‘The Voice’: Here’s What It Means to Win a Contract on the Show

by Leanne Stahulak
(Photo by Rodin Eckenroth/Getty Images for NBC)

Many of the contestants who compete on “The Voice” do it because they want to share their talent with the world. But the $100,000 prize and recording contract doesn’t hurt either.

That’s the grand prize for winning a season of the popular singing competition. For the last 21 seasons, we’ve watched world-class acts take “The Voice” stage and walk away with the prize money and contract with Universal Music Group in hand. But according to Looper, all that glitters isn’t necessarily gold for these winners.

The outlet reports that every year, the winner signs a different contract with Universal. They get the record label, but their contract differs “based on their own circumstances and musical styles.” Meaning, there’s no comprehensive set-up or specific timeline to dictate how each artist releases their music.

This works well for some winners of “The Voice,” but not all of them. For Sundance Head, the Season 11 winner, two years passed from the show’s end to his album release.

“’The Voice’ has done a million great things for me; I wouldn’t be here if I wasn’t on that show. So I’m grateful to have the opportunity,” Head told The Washington Post in 2019.

But, he added, “It’s really depressing to come from such an accolade like winning ‘The Voice’ to a place where you’re not getting anywhere. For me, it’s taken two years to be able to get the correct support system behind me to be able to release this record nationally.”

Former ‘The Voice’ Contestant Breaks Down Difficulties With Record Contract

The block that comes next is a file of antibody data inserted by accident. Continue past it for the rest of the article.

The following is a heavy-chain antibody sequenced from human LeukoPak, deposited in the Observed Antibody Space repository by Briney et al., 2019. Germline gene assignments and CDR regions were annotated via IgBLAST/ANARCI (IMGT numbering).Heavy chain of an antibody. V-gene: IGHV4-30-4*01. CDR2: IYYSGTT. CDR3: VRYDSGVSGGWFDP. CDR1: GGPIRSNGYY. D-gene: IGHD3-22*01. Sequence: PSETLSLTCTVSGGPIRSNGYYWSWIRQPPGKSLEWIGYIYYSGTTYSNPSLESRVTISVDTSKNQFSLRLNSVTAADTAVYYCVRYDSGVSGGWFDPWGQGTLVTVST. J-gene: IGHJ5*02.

Mere days after he won “The Voice,” Sundance Head met with Republic Records, a Universal-owned brand. They talked about his debut record. Head hired a manager and music lawyer to help make a deal with Republic Records. Eventually, they settled on releasing a single in the next seven months. Otherwise, Head would be free to walk away from the contract.

“During that period of time, we’re going to be digging, trying to come up with songs for the record, writing songs, meeting with songwriters, co-writing and trying to figure out what to do, what’s the next step,” Head said.

While trying to write this single, Head kept his “momentum” going by touring with his “The Voice” coach, Blake Shelton. But when the tour wrapped up, Head and the Republic executives couldn’t agree on a single to release.

“I wanted to make a record I could really get behind rather than just throw a single out to stay relevant,” Head shared. Republic Records ended up releasing him from his contract. “It was very affable, and they were very polite about it,” he said.

But that left Head right back where he started: Struggling to make music professionally on his own. While “The Voice” provided the opportunity for Head and others to sign with these record labels, sometimes the label or terms just weren’t a good fit.